This document was reviewed and approved by the Board of Governors of the Society of American Gastrointestinal and Endoscopic Surgeons (SAGES) in Mar 2020.
Dana A. Telem1 · Daniel B. Jones2 · Philip R. Schauer3 · Stacy A. Brethauer4 · Raul J. Rosenthal4· David Provost5 · Stephanie B. Jones6
Background: During the 2004 annual meeting of the Society of American Gastrointestinal and Endoscopic Surgeons (SAGES), a panel of experts convened to provide updated information on best practices in bariatric surgery. The rapid evolution of endoluminal technologies, surgical indications, and training in bariatric surgery since 2004 has led to new questions and concerns about optimal treatment algorithms, patient selection, and the preparation of our current and future bariatric workforce.
Methods: An expert panel was convened at the SAGES 2017 annual meeting to provide a summative update on current practice patterns, techniques, and training in bariatric surgery in order to review and establish best practices. This was a joint effort by SAGES, International Society for the Perioperative Care of the Obese Patient, and the American Society for Metabolic and Bariatric Surgery.
Results: On March 23, 2017, seven expert faculty convened to address current areas of controversy in bariatric surgery and provide updated guidelines and practice recommendations. Areas addressed included the expanded indications for use of metabolic surgery in the treatment of diabetes, the safety and efficacy of new and investigational endoluminal procedures, updates on new guidelines for the management of airway and sleep apnea in the obese patient, the development of clinical pathways to reduce variation in the management of the bariatric patient, and new guidelines for training, credentialing, and bariatric program accreditation. The following article is a summary of this panel.
Conclusion: Bariatric surgery is a field that continues to evolve. A timely, systematic approach, such as described here, that coalesces data and establishes best practices on the current body of available evidence is imperative for optimal patient care and to inform provider, insurer, and policy decisions.
Keywords: Bariatric surgery · Diabetes · Credentialing · Endoluminal devices · Centers of excellence · Fellowship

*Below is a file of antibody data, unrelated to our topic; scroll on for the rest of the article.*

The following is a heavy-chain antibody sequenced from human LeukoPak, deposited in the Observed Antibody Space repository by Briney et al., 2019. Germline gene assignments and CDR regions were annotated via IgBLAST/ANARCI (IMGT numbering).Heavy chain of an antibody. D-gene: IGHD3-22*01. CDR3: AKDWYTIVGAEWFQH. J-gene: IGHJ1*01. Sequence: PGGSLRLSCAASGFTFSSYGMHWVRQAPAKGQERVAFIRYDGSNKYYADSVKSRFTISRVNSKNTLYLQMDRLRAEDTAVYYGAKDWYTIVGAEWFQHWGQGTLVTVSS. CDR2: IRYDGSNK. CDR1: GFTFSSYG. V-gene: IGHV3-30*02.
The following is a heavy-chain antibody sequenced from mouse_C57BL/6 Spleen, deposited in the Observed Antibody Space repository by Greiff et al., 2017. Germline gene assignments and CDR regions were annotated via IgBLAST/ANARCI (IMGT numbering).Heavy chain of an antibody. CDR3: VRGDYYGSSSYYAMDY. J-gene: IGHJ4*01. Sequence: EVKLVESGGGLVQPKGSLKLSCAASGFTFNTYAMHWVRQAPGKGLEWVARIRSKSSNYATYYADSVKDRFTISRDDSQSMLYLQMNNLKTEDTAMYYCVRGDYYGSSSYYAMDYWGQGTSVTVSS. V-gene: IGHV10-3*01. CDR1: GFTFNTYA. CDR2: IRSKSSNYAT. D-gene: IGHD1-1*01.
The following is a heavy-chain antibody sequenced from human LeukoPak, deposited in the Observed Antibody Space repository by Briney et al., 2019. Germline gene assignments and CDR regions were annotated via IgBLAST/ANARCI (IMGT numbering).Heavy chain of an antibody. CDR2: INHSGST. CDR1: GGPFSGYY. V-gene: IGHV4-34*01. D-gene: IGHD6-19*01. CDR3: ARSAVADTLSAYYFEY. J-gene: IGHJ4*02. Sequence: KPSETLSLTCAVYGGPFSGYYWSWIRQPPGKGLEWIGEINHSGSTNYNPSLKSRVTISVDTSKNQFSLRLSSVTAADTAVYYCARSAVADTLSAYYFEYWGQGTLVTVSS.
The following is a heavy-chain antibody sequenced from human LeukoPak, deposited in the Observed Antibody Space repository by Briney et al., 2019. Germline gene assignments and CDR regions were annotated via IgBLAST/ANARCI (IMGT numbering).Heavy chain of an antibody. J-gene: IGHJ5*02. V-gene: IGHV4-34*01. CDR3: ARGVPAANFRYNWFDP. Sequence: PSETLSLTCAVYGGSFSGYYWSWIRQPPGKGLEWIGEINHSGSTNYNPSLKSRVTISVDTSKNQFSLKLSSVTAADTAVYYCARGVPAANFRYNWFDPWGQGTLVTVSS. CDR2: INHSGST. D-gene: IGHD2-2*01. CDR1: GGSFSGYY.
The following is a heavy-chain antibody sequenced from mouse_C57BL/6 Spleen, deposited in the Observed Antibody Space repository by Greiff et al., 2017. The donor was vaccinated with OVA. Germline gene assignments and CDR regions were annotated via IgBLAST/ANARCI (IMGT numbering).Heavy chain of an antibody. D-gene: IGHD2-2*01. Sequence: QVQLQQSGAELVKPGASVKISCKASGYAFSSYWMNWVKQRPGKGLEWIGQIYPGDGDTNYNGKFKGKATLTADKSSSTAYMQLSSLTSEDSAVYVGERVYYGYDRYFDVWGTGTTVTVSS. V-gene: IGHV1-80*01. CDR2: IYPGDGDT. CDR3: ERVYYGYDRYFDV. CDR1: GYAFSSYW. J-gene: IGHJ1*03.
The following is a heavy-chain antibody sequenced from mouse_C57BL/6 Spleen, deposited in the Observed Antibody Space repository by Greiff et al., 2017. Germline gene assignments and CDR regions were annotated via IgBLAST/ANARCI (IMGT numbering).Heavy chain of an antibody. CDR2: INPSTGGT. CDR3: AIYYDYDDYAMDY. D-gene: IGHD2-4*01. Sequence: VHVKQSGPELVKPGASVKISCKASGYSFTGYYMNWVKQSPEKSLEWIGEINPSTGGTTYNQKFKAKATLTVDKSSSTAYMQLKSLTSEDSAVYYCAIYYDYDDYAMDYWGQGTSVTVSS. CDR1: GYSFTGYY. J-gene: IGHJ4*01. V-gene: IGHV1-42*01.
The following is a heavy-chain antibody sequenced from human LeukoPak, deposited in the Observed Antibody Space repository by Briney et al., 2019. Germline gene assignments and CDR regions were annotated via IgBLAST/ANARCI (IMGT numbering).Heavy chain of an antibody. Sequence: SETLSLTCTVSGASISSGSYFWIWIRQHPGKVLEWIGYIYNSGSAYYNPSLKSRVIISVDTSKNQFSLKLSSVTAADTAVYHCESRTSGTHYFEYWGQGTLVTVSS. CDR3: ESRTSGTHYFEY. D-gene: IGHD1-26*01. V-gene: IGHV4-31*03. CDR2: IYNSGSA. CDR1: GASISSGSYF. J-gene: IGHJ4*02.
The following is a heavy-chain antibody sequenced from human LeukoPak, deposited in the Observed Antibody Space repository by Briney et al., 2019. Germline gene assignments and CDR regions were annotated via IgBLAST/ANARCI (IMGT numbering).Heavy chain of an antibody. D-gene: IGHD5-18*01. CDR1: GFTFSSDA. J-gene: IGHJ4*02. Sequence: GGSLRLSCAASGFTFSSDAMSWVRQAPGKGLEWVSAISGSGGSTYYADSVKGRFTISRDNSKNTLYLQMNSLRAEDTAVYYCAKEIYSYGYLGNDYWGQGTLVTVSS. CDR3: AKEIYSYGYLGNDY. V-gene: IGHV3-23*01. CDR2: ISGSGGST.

1 Department of Surgery, University of Michigan, 1500 E. Medical Center Drive, Ann Arbor, MI 48109, USA
2 Department of Surgery, Harvard Medical School, Beth Israel Deaconess Medical Center, Boston, MA, USA
3 Department of General Surgery, Bariatric and Metabolic Institute, Cleveland Clinic, Cleveland, OH, USA
4 Department of General Surgery and The Bariatric and Metabolic Institute, Cleveland Clinic Florida, Weston, FL, USA
5 Provost Bariatrics, Scott and White Clinic, Temple, TX, USA
6 Department of Anesthesia, Critical Care and Pain Medicine, Beth Israel Deaconess Medical Center, Boston, MA, USA
Best practices are defined as “professional procedures that are accepted or prescribed as being correct or most effective.” In 2004, SAGES conducted an Appropriateness Conference on the topic of the “Optimal management of the morbidly obese patient.” The SAGES Appropriateness Conference determined that the laparoscopic Roux-en-Y gastric bypass (RYGB) affords improved short-term recovery compared to open gastric bypass . The experts also agreed that laparoscopic adjustable gastric banding (LAGB) can be performed with lower average mortality than RYGB or any of the malabsorptive operations [jejunal–ileal bypass, vertical band gastroplasty, biliopancreatic diversion duodenal switch (BPD)], and produces variable degrees of short-term weight loss . It was concluded that prospective randomized trials were needed to compare gastric bypass, malabsorptive, and restrictive procedures .
Much has changed since 2004 given the rapid advancement of new technologies and techniques in bariatric surgery as well as the changing landscape in surgical education and accreditation. Today, nearly the majority of weight loss operations are performed laparoscopically. However, both RYGB and LAGB are performed less often as newer procedures such as the laparoscopic sleeve gastrectomy (LSG) have gained popularity. Safer operations and shorter hospitalizations are forcing surgeons to rethink surgical indications. This is particularly relevant for the surgical treatment of diabetes, where multiple randomized control trials demonstrate efficacy of surgery when compared to medical treatment alone . With safe and effective operations, should we update our indications for surgery in those with diabetes?
Endoluminal procedures are gaining traction in the United States and abroad as a means to fill the “gap” between medical therapy and surgery. In the United States, the intragastric balloon has recently gained FDA approval, opening new opportunities for obesity treatment. These opportunities, however, create new considerations. Who will benefit most from these procedures? Should endoluminal procedures be performed by bariatric surgeons within a multidisciplinary bariatric team, or can balloons be place by gastroenterologists in the endoscopy suite without the support of a bariatric team? What are the data on risks, benefits, failure to lose weight, and weight regain for these novel procedures?